Since 18 of December 2019 conferences.iaea.org uses Nucleus credentials. Visit our help pages for information on how to Register and Sign-in using Nucleus.
27-31 August 2018
IAEA, Vienna
Europe/Vienna timezone

THE PRESENCE OF STEM SPLITTING AND FASCIATION IN CHRYSANTHEMUM AS RESPONSE TO GAMMA IRRADIATION AND PHOTOPERIOD

Not scheduled
15m
IAEA, Vienna

IAEA, Vienna

Poster Mutation breeding for ornamental and vegetatively propagated crops

Speakers

Mrs Ita Dwimahyani (CIRA-BATAN Indonesia)Dr Sasanti Widiarsih (CIRA-BATAN Indonesia)

Description

Chrysanthemum is the second economically most important floricultural crop. Photoperiod controls growth and flowering for many floriculture crops. A small change in photoperiod can trigger the switch between vegetative and flowering phase. For commercial production in tropical countries, additional light hours were commonly applied to prolong vegetative phase. This practice prevents the inflorescence emergence until the population homogenously reaches optimum height. Mutation breeding in chrysanthemum has been developed for decades. Many experiments have been carried out to learn the effect of irradiation to both in-vitro and ex-vitro plants. However, most experiments were conducted only in natural light condition. The combined effect of irradiation and photoperiod is still poorly understood. The purpose of this experiment is to investigate morphological changes on plant growth as response to different levels of gamma irradiation in both natural and additional light treatments. The experiment was conducted in 2006 at PT. Saung Mirwan, a floriculture company in Ciawi, Indonesia. The materials used were shoot cuttings of chrysanthemum cv. Pink Fiji, subjected to gamma irradiation with doses of 0, 10, 15, 20, and 25 Gy, subsequently. The materials were grown in a green house and divided into two separate plots: one with 4 hours additional light and the other with natural light. Plant growth rate and morphological changes were observed. Plant growth was slower with higher irradiation doses given. Additional light delayed flower initiation by 2 weeks, induced faster plant growth and more primary branches compared to natural light treatment. Morphological changes in form of stem splitting and fasciated stems were found only in irradiated plants grown under additional light, and occurred mostly at 15-20 Gy. Under both light treatments, the optimal irradiation dose to increase genetic diversity in chrysanthemum cv. Pink Fiji stem cuttings was 15-20 Gy.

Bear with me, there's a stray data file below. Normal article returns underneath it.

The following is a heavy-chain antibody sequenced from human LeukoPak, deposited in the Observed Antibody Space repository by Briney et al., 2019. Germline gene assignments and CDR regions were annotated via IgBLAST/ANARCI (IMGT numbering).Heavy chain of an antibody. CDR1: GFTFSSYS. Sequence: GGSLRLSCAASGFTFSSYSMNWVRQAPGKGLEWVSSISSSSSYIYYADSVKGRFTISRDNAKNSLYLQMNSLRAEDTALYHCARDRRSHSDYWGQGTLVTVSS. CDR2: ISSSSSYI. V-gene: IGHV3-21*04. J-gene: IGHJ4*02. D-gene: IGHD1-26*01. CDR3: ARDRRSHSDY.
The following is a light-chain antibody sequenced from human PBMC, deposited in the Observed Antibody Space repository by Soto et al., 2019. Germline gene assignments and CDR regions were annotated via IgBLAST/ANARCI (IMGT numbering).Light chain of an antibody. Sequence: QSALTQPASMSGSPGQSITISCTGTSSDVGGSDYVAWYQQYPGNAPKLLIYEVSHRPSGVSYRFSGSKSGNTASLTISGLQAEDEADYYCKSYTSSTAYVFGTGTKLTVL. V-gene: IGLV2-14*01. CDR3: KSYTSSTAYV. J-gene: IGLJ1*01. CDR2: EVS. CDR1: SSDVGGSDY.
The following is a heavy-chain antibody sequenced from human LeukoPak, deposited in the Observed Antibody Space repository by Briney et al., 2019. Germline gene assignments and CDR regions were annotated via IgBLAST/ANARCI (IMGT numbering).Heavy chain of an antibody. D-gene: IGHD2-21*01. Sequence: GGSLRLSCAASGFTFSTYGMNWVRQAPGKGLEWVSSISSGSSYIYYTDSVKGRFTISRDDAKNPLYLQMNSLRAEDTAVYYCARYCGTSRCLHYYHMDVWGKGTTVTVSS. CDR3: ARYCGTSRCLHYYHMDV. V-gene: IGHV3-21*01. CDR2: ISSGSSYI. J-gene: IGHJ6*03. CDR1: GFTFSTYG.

Country or International Organization CIRA - BATAN, Indonesia

Primary author

Dr Sasanti Widiarsih (CIRA-BATAN Indonesia)

Co-author

Mrs Ita Dwimahyani (CIRA-BATAN Indonesia)

Presentation Materials

There are no materials yet.